Making The Connection: What Gamers & Sci-fi/Fantasy Fans Have In Common
How would gamers find a book they might like? Why would they even want to pick one up instead of playing their favorite game? If you like fantasy or sci-fi games, does that mean you would like that kind of book as well?
Actually, yes. Reading a great adventure has as much to offer as an exciting game.
There’s a symbiosis between gamers and authors. They inhabit the same creative realms, interweaving, and crossing over into each other’s territory. You could even argue that one cannot exist without the other.
How many games were designed because of a great fantasy movie or book? Wasn’t the Prince of Persia actually a book before it became a game, then a movie? How many game storylines were written by talented authors? (Halo, for example.)
Games build whole worlds with imaginative art, weapons, powers, and panoramas, peopling them with characters to interact with. The gamer steps in and becomes an active participant in the story, guided, but with enough elbow-room to feel like they’re choosing and driving the story.
Books can be just as immersive as a game, just as imaginative and entertaining. Reading a good story brings the reader into the plot, and whether they’re identifying with one of the characters or simply observing, they enter the world and inhabit its many chambers and corridors, its colors and smells, its vistas and dungeons. They feel the excitement of the adventure. And when the book is set down, they continue to think about it, exploring those regions, puzzling out the conflicts and predicting the next turn of events.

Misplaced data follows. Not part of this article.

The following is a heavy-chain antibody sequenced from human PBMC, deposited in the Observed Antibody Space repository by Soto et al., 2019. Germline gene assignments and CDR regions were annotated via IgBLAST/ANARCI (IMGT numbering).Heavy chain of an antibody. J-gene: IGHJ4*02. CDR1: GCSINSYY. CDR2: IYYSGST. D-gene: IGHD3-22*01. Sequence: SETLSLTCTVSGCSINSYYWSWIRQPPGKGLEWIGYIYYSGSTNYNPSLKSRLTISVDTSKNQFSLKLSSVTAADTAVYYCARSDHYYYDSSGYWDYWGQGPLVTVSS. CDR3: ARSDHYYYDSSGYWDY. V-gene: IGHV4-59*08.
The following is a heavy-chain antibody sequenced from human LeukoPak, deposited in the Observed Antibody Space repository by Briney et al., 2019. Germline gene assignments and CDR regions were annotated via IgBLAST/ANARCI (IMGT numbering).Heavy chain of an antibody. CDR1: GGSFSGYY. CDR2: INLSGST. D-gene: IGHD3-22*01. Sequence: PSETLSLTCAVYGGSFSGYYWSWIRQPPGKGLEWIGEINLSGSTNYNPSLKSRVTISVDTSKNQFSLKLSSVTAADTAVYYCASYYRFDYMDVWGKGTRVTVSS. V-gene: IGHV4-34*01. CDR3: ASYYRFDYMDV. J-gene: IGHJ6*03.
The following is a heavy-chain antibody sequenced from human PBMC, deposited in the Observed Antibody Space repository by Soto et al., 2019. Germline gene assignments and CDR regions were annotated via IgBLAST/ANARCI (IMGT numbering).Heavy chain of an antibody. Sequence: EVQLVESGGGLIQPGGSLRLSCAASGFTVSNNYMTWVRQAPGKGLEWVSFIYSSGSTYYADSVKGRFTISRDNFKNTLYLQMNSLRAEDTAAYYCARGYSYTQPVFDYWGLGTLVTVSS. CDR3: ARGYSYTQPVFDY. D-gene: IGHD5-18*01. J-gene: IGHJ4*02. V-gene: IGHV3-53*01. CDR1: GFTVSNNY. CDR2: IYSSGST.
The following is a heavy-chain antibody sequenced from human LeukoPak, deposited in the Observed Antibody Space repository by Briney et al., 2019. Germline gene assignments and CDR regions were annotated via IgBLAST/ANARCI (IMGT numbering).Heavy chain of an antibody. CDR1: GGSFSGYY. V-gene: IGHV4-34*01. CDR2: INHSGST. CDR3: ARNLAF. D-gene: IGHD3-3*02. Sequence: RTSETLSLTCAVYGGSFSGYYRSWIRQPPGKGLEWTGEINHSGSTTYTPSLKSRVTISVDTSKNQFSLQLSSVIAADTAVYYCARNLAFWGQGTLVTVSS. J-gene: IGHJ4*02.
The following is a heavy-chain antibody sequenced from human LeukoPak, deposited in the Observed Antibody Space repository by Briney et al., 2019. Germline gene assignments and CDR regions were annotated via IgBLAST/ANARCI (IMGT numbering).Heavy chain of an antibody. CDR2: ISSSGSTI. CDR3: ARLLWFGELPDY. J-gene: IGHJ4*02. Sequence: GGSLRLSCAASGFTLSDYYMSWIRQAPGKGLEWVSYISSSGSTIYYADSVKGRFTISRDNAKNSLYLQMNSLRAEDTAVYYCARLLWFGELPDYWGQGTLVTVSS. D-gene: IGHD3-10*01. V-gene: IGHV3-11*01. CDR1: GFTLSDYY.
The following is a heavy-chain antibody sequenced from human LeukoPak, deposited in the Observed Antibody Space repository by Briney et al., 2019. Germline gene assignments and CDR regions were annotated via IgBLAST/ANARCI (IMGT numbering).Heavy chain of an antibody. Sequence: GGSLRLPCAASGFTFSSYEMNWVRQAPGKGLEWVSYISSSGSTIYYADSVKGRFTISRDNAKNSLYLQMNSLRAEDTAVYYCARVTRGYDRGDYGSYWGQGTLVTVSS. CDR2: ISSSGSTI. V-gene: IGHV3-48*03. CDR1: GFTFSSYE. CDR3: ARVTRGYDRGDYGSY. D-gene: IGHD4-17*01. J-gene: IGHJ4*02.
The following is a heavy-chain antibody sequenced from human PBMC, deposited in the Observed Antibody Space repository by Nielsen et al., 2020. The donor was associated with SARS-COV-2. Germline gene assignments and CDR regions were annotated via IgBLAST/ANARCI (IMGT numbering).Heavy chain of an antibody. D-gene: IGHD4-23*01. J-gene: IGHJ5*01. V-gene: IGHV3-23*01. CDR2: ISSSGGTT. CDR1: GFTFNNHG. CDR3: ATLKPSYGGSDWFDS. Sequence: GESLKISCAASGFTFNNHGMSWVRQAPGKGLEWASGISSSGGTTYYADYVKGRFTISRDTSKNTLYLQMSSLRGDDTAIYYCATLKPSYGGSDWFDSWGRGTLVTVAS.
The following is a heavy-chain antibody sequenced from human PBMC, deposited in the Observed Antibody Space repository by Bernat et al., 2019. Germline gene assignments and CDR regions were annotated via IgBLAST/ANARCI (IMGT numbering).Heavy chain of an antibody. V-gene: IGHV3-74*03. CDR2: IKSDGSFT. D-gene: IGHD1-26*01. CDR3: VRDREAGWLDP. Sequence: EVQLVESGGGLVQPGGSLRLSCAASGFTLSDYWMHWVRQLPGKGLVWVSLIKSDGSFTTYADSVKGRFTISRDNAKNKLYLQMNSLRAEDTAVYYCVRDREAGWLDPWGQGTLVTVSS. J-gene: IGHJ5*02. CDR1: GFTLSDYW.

Games build a world of fantasy—video, role-playing, card games, board games—they all set up a smaller world with specific limits and goals that involve the player’s mind and skills. They offer a sense of accomplishment, an escape from ordinary life, and relaxation.
Books do the same.
Looking For Something New?
As a gamer you may be wondering, how do I find new books to read? One way is to find out what games SFF authors are playing. If they like the same game you love, there’s a good chance you’ll like their books. Have you ever asked an author that question?
Recently, I asked the Rogue Skies authors to tell me what games they like, and I was blown away by the response. There were so many different ones. Look at this list!
Portal, Subnautica, Skyrim, Bioware games (e.g. Mass Effect, Dragon Age), Star Wars, League of Legends, Stardew Valley, Vampire the Masquerade, The Sims, World of Warcraft, Smite, Zelda, Pokemon, God of War, The Witcher, The Secret World, Lord of the Rings: Shadow of War/Mordor, Jurrasic Park: Evolution, Fallout 4, Injustice, Super Exploding Zoo, Trivial Pursuit, Jeopardy, Grand Theft Auto: Vice City, Crash Bandicoot Warped, Gordon Ramsay Dash, Super Mario World, Killer Instinct, Donkey Kong Country, Mario Kart, Megamania, Galaxian, Defender, Super Breakout, Carnival, and Jungle Hunt.
Tabletop games they mentioned include:
D&D, Ticket to Ride, Takenoko, Cards Against Humanity, Trivial Pursuit, quiz games, Cards Against Muggles, Hero Quest, Clue, Battleship, Monopoly, Chess, Go to The Head of The Class, Cootie and Lie Detector, Spyro the Dragon, Backgammon, Hearts.
Up For a Challenge?
Gamers: Here’s a challenge. Ask a writer what games they play and if they mention one you like—check out their books. Or pick a game you love and find an author who loves it too. You may find your next favorite this way.
SFF authors and readers: Here’s your challenge. Talk to people who love the same kinds of books you do and find out what games they play. Pick one and try it out. If you already have games you love, then ask your fellow gamers who their favorite authors are and find more great books to read.
Then try reading something they’ve written. And don’t forget to snag your copy of Rogue Skies!